The more I get old and weak and grumpy, the more I become convinced that the best way to fight the “darkening emmerdement” is through education. Formal education is a part of that, but just any kind of education helps. Including reading grumpy old bloggers on the internet. But it’s got to reach out and touch everyone. We need critical mass. Including all those people who will never go to college.

    So talk to your neighbors. And be optimistic, dammit!

  57. #57 J.A.H.S.
    August 15, 2007

    What will you do to oppose the dark?

    I think its time to get off my butt and start writing the science blog I’ve been planning for months now!

    Reignite the enlightenment

    I like that! PZ – you said it – its your phrase. You could have it printed on cafepress products.

  58. #58 Brian X
    August 15, 2007

    I’m not sure what I can do, apart from a bumper sticker. As it is, I think things are far too chaotic to really make any predictions, but the next 10-15 years are going to be very, very tense.

    What I believe we’re seeing now is a backlash against the mid-20th century increase in rationality — first, the New Agers and Human Potential woomeisters, second the PR flacks in the pay of the hyperreligious and hypergreedy. I don’t think any situation can last forever, honestly, and I’m somewhat encouraged by the emergence of the “New” Atheism. But I wouldn’t be placing any bets just yet.

  59. #59 Crudely Wrott
    August 16, 2007

    In this democratic republic the seat of power lies with the people. The general population, who, having informed themselves of the issues, needs and tasks facing the nation, elect individuals to represent their will in a legislative body. The purpose of this body is to make reasonable assurance that the voice of the entire population, not segments thereof, are heard by who are charged with enforcing the laws that the people’s representatives have written.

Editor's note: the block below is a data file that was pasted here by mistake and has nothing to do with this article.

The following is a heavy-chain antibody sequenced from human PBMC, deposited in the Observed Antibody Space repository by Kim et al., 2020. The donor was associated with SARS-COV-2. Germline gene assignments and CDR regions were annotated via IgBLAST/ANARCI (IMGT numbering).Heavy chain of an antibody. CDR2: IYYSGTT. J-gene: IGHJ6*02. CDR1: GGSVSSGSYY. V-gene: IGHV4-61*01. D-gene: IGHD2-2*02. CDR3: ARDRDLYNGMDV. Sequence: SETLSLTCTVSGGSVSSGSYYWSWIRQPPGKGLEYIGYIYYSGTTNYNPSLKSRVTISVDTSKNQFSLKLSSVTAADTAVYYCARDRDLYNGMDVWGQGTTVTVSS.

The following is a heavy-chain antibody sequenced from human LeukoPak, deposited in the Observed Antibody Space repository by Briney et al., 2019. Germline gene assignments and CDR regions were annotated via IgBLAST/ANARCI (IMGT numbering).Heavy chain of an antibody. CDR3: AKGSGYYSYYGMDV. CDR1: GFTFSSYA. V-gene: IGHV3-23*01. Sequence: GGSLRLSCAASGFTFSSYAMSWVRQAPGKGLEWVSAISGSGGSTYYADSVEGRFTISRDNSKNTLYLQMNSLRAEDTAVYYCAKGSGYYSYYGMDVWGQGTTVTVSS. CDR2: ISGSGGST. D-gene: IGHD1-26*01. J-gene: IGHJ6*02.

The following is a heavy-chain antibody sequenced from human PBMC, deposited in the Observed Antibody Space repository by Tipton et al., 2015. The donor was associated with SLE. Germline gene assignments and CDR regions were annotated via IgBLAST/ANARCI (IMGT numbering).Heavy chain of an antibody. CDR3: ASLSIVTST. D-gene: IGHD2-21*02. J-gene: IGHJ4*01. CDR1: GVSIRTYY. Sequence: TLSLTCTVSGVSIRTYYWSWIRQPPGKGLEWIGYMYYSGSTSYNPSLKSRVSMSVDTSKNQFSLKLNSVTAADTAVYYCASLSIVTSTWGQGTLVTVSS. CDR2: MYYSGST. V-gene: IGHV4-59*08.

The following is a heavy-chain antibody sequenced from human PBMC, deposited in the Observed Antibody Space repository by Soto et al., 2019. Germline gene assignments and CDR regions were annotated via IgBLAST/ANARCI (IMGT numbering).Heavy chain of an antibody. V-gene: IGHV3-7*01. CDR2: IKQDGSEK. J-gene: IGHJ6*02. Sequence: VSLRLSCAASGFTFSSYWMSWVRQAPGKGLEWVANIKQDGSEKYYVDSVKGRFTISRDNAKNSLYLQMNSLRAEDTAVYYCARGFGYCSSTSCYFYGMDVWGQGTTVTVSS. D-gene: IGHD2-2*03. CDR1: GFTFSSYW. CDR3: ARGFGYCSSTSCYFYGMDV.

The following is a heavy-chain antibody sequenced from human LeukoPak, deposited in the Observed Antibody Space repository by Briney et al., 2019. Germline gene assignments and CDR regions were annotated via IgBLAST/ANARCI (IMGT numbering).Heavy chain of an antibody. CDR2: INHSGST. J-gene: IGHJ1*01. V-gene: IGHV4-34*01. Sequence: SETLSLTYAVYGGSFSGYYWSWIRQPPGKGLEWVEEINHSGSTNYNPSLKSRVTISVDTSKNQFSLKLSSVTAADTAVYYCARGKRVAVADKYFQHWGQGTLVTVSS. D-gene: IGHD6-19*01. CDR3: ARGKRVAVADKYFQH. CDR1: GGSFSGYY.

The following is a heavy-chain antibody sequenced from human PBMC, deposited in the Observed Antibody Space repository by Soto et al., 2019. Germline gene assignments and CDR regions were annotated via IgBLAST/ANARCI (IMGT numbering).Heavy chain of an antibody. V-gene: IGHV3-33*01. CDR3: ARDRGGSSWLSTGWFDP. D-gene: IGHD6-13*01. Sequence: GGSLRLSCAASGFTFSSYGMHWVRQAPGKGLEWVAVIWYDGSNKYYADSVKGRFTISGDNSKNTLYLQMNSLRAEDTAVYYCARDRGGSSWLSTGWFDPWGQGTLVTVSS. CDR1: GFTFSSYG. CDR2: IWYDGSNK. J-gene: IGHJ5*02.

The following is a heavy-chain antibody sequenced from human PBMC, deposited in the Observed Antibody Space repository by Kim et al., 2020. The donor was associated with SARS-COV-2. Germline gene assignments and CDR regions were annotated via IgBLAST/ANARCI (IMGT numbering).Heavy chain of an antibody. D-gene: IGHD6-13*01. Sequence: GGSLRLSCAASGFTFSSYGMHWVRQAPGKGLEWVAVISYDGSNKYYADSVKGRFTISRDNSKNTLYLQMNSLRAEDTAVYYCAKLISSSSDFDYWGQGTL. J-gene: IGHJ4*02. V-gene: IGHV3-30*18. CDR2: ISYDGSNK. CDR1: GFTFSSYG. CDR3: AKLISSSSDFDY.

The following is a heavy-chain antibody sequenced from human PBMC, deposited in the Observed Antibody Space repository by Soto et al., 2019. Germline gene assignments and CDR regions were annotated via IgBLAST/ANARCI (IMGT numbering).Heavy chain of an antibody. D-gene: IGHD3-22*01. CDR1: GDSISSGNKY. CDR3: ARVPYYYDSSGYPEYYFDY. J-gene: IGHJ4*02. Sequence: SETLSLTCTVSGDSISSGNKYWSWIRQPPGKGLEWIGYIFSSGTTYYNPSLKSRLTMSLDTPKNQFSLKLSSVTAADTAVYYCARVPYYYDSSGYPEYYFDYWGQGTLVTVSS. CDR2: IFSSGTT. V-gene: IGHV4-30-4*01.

As a result of my parents’ and my teachers’ instruction as well as the lessons of living and observing, I consider the rights and privileges enjoyed by Americans as fundamental to life, liberty and the pursuit of happiness. But these rights are not the foundation of freedom; the are the result of freedom.

    Freedom’s foundation is personal accountability. To be accountable in a political context is to be qualified to choose a candidate who truly represents the common will. In order to do this citizens must inform themselves of fact and reality and refrain from giving their personal, emotional preferences unearned weight in their decision making.

    Regardless of what kind of responsibility is involved in accomplishing a personal goal or maintaining a nation, the reward of rights (or any other reward) accrues to he who pays attention and chooses wisely. I say accrues intentionally. These rights are not given to a citizen by any authority. They are not earned in the sense of passing a test or satisfying a list of demands. They are simply the natural consequence of taking care of one’s civic, social and personal responsibilities. In other words, it happens automatically.

    Understand this principle is a large part of the genius of the founders. And they encoded it in the rules of our government. Amazing.